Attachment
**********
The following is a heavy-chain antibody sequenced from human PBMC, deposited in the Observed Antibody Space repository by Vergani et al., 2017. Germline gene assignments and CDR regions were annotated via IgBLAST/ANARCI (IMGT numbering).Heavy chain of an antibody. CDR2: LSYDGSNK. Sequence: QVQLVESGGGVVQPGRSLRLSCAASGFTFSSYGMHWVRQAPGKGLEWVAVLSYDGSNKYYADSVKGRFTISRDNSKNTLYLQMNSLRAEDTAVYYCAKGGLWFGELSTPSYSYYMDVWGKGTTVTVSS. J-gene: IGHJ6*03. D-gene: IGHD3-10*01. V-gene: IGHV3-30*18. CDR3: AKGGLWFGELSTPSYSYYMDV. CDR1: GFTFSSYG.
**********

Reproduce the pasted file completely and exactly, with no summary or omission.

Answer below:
The following is a heavy-chain antibody sequenced from human PBMC, deposited in the Observed Antibody Space repository by Vergani et al., 2017. Germline gene assignments and CDR regions were annotated via IgBLAST/ANARCI (IMGT numbering).Heavy chain of an antibody. CDR2: LSYDGSNK. Sequence: QVQLVESGGGVVQPGRSLRLSCAASGFTFSSYGMHWVRQAPGKGLEWVAVLSYDGSNKYYADSVKGRFTISRDNSKNTLYLQMNSLRAEDTAVYYCAKGGLWFGELSTPSYSYYMDVWGKGTTVTVSS. J-gene: IGHJ6*03. D-gene: IGHD3-10*01. V-gene: IGHV3-30*18. CDR3: AKGGLWFGELSTPSYSYYMDV. CDR1: GFTFSSYG.